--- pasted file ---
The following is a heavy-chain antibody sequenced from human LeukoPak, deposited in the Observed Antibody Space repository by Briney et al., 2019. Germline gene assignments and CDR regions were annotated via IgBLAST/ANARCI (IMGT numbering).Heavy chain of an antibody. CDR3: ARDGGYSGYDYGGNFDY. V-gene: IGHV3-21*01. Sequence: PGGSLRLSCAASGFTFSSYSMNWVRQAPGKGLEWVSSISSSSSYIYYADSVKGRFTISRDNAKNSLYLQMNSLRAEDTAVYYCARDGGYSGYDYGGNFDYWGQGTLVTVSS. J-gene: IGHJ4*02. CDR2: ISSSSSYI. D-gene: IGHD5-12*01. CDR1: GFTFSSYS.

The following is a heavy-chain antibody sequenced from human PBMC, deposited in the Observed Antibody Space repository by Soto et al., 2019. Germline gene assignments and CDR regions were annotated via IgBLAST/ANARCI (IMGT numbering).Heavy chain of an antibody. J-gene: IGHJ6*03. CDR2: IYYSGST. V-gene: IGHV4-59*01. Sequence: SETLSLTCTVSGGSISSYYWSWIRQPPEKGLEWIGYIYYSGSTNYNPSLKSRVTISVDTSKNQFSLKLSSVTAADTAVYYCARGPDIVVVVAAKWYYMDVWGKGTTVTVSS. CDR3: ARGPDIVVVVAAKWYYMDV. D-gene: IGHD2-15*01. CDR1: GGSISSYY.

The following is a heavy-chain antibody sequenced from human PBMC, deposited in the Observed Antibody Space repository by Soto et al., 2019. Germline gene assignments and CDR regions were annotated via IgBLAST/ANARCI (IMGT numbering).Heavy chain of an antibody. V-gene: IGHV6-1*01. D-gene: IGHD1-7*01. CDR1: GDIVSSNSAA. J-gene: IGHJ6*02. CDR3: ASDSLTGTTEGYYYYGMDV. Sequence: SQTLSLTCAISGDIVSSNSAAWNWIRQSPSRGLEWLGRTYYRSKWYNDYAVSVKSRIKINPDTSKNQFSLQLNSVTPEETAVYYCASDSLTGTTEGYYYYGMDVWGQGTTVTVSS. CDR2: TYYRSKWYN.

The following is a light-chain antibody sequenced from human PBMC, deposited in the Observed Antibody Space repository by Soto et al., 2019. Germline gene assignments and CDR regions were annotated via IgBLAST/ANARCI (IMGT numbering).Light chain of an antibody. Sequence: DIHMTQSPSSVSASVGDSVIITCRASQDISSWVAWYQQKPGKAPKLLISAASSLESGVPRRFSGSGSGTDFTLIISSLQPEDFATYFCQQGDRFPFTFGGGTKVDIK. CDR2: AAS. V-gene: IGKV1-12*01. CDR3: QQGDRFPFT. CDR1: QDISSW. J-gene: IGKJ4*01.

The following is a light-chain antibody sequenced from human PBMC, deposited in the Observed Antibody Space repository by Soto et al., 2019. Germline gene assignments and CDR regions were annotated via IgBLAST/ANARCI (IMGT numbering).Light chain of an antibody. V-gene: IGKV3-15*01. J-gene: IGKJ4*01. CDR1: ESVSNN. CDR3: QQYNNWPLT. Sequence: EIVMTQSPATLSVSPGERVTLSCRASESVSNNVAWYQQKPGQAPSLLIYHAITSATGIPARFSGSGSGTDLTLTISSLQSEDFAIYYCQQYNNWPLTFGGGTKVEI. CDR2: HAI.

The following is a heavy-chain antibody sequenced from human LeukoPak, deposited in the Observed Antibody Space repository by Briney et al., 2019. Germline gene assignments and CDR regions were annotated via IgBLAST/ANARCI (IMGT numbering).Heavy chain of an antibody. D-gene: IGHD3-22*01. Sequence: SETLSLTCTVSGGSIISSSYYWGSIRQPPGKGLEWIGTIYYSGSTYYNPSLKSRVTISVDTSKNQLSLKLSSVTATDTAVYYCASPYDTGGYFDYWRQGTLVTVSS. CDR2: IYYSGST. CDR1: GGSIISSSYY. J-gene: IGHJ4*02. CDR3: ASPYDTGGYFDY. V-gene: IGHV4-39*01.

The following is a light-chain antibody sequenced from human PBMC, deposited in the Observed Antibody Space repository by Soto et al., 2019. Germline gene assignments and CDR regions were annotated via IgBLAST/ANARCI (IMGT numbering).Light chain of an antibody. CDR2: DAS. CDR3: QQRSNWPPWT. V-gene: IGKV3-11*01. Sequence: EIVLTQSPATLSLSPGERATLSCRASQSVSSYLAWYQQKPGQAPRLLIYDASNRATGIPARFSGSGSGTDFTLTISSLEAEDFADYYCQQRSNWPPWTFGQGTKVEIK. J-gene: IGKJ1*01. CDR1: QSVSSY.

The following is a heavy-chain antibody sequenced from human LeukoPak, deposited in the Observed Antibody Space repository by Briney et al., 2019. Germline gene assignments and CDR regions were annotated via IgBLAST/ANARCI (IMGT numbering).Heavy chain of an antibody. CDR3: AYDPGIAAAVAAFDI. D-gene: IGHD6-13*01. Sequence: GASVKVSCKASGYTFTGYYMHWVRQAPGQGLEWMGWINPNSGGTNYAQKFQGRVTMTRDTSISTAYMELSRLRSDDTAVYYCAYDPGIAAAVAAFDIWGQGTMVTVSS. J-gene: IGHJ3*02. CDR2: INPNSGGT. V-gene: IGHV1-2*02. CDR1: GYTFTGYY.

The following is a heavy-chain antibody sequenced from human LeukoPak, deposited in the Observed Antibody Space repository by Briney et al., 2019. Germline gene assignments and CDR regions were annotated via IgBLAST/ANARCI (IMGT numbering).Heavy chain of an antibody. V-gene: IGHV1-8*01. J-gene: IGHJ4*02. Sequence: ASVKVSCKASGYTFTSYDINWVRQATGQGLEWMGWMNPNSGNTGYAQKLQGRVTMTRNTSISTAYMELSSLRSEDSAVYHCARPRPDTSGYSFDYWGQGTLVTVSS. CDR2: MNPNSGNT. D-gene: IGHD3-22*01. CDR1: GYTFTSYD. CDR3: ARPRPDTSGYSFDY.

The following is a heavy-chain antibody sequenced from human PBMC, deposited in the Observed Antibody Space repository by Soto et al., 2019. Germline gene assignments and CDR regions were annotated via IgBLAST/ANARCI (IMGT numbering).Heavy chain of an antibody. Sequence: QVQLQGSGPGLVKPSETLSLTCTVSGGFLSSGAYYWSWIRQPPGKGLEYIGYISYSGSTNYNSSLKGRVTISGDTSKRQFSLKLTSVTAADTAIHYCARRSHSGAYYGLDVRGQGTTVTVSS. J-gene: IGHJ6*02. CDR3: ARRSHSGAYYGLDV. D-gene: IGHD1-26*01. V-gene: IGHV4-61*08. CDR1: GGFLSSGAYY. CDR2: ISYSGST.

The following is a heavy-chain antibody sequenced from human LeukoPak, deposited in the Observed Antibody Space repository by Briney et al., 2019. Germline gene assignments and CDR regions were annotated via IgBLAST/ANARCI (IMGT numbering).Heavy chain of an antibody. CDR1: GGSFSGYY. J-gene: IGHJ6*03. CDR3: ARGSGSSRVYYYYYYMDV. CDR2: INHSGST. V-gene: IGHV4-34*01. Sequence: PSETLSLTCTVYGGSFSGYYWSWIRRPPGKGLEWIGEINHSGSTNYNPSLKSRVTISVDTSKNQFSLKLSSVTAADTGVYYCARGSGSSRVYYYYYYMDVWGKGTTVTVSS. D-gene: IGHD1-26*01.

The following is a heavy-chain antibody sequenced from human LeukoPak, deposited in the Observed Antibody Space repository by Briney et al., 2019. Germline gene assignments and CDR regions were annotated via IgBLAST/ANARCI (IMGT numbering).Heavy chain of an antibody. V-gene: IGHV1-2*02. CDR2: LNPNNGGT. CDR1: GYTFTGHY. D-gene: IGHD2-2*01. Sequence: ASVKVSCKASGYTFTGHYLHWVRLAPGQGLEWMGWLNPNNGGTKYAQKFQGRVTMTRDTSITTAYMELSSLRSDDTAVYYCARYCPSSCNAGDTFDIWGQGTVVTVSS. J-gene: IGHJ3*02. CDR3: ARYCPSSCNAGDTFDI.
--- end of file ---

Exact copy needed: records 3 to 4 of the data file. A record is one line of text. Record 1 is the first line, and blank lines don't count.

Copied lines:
The following is a heavy-chain antibody sequenced from human PBMC, deposited in the Observed Antibody Space repository by Soto et al., 2019. Germline gene assignments and CDR regions were annotated via IgBLAST/ANARCI (IMGT numbering).Heavy chain of an antibody. V-gene: IGHV6-1*01. D-gene: IGHD1-7*01. CDR1: GDIVSSNSAA. J-gene: IGHJ6*02. CDR3: ASDSLTGTTEGYYYYGMDV. Sequence: SQTLSLTCAISGDIVSSNSAAWNWIRQSPSRGLEWLGRTYYRSKWYNDYAVSVKSRIKINPDTSKNQFSLQLNSVTPEETAVYYCASDSLTGTTEGYYYYGMDVWGQGTTVTVSS. CDR2: TYYRSKWYN.

The following is a light-chain antibody sequenced from human PBMC, deposited in the Observed Antibody Space repository by Soto et al., 2019. Germline gene assignments and CDR regions were annotated via IgBLAST/ANARCI (IMGT numbering).Light chain of an antibody. Sequence: DIHMTQSPSSVSASVGDSVIITCRASQDISSWVAWYQQKPGKAPKLLISAASSLESGVPRRFSGSGSGTDFTLIISSLQPEDFATYFCQQGDRFPFTFGGGTKVDIK. CDR2: AAS. V-gene: IGKV1-12*01. CDR3: QQGDRFPFT. CDR1: QDISSW. J-gene: IGKJ4*01.